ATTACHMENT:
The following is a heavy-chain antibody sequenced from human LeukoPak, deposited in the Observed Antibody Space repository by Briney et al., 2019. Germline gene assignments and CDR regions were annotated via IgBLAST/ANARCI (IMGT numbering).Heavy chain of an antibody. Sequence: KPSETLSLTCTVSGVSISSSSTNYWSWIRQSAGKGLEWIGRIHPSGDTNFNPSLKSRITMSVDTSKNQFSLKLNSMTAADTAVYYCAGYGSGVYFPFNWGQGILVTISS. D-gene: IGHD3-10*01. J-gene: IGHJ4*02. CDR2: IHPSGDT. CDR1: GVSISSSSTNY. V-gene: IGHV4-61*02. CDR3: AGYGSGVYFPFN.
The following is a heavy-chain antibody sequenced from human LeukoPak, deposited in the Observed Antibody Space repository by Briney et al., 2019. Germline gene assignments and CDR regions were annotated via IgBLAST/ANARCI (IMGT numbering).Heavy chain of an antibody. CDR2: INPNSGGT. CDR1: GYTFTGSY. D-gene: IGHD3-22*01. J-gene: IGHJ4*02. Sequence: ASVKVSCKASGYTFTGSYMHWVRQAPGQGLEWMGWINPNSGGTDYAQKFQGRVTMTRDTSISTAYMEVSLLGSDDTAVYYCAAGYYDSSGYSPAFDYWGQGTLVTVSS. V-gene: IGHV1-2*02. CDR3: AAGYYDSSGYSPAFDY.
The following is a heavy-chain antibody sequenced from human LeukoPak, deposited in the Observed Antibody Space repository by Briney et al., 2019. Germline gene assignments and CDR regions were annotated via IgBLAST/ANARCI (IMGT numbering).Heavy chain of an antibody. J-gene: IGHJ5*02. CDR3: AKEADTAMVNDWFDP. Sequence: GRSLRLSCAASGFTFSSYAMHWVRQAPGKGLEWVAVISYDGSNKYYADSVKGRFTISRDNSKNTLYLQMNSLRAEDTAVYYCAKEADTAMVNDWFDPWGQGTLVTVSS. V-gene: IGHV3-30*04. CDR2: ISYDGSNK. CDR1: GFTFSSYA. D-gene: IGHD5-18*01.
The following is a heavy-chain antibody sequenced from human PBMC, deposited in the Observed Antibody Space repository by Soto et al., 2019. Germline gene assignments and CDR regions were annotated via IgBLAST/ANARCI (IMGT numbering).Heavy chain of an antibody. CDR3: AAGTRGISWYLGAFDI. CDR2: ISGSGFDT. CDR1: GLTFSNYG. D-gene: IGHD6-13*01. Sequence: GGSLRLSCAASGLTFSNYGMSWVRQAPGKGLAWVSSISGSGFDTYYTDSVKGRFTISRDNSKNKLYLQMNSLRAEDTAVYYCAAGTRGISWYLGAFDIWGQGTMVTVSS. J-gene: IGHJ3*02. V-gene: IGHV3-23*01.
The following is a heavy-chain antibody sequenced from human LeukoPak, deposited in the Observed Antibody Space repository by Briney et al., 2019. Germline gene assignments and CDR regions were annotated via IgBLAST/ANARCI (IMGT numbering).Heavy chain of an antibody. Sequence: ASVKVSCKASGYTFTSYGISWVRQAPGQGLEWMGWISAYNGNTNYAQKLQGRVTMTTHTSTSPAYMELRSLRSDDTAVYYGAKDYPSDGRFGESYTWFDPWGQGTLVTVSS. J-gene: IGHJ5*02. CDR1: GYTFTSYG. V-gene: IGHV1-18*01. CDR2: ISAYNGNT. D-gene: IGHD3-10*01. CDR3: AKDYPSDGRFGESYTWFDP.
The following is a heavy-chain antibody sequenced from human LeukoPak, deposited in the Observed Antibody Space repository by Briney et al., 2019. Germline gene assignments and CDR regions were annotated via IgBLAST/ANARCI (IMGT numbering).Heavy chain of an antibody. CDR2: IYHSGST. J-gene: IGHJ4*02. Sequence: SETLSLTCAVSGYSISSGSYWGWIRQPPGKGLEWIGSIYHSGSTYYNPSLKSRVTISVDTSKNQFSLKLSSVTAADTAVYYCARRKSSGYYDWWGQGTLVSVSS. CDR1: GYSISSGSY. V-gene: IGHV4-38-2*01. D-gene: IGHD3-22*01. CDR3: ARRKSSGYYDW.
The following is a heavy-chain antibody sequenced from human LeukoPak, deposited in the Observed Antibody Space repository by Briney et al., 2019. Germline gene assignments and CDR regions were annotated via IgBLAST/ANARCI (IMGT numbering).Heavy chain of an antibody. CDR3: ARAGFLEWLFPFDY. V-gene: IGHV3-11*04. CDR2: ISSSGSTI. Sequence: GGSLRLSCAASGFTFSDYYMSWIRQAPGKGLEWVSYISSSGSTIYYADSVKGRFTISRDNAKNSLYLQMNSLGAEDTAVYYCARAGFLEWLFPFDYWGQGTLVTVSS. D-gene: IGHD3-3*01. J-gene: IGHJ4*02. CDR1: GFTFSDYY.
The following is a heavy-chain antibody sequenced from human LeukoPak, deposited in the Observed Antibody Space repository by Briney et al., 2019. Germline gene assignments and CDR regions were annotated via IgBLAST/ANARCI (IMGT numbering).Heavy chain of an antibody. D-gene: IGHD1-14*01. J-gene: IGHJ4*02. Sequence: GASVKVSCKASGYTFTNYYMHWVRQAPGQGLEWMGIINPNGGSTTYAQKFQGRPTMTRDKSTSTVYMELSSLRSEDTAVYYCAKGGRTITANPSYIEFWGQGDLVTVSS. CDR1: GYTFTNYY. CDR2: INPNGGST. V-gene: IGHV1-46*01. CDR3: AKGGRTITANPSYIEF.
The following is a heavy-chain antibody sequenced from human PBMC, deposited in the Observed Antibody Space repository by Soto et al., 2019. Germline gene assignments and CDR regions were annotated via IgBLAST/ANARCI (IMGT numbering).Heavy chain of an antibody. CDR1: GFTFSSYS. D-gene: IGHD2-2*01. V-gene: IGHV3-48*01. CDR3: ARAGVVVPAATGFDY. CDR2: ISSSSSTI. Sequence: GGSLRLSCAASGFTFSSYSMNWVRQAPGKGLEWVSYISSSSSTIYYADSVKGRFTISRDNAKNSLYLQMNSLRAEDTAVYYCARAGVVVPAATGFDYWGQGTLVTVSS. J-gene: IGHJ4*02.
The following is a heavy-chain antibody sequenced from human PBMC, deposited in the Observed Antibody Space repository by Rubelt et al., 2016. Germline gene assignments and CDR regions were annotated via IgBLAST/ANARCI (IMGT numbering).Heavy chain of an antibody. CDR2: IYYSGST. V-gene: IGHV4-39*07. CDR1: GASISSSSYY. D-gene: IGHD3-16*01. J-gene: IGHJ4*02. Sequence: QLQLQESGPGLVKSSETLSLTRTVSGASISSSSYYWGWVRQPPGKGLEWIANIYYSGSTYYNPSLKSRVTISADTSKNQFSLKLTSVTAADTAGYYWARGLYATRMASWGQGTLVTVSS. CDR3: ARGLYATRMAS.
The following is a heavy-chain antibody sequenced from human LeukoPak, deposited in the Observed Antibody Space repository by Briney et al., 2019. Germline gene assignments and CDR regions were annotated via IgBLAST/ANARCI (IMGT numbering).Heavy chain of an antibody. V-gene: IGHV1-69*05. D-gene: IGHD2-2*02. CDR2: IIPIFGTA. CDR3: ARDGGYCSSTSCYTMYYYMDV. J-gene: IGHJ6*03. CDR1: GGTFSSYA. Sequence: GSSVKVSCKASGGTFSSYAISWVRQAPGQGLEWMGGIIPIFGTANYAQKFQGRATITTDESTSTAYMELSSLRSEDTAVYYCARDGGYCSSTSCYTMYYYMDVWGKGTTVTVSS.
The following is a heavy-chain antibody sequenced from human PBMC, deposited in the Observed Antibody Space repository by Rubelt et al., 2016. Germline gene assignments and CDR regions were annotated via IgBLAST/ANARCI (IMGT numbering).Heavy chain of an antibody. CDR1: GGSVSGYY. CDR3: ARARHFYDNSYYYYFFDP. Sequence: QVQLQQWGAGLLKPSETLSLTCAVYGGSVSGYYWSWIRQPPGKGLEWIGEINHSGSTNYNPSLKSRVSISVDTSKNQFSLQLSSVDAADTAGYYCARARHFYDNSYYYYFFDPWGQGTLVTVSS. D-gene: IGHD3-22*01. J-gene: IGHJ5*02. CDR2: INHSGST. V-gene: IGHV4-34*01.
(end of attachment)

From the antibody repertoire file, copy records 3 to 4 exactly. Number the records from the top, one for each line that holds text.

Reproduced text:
The following is a heavy-chain antibody sequenced from human LeukoPak, deposited in the Observed Antibody Space repository by Briney et al., 2019. Germline gene assignments and CDR regions were annotated via IgBLAST/ANARCI (IMGT numbering).Heavy chain of an antibody. J-gene: IGHJ5*02. CDR3: AKEADTAMVNDWFDP. Sequence: GRSLRLSCAASGFTFSSYAMHWVRQAPGKGLEWVAVISYDGSNKYYADSVKGRFTISRDNSKNTLYLQMNSLRAEDTAVYYCAKEADTAMVNDWFDPWGQGTLVTVSS. V-gene: IGHV3-30*04. CDR2: ISYDGSNK. CDR1: GFTFSSYA. D-gene: IGHD5-18*01.
The following is a heavy-chain antibody sequenced from human PBMC, deposited in the Observed Antibody Space repository by Soto et al., 2019. Germline gene assignments and CDR regions were annotated via IgBLAST/ANARCI (IMGT numbering).Heavy chain of an antibody. CDR3: AAGTRGISWYLGAFDI. CDR2: ISGSGFDT. CDR1: GLTFSNYG. D-gene: IGHD6-13*01. Sequence: GGSLRLSCAASGLTFSNYGMSWVRQAPGKGLAWVSSISGSGFDTYYTDSVKGRFTISRDNSKNKLYLQMNSLRAEDTAVYYCAAGTRGISWYLGAFDIWGQGTMVTVSS. J-gene: IGHJ3*02. V-gene: IGHV3-23*01.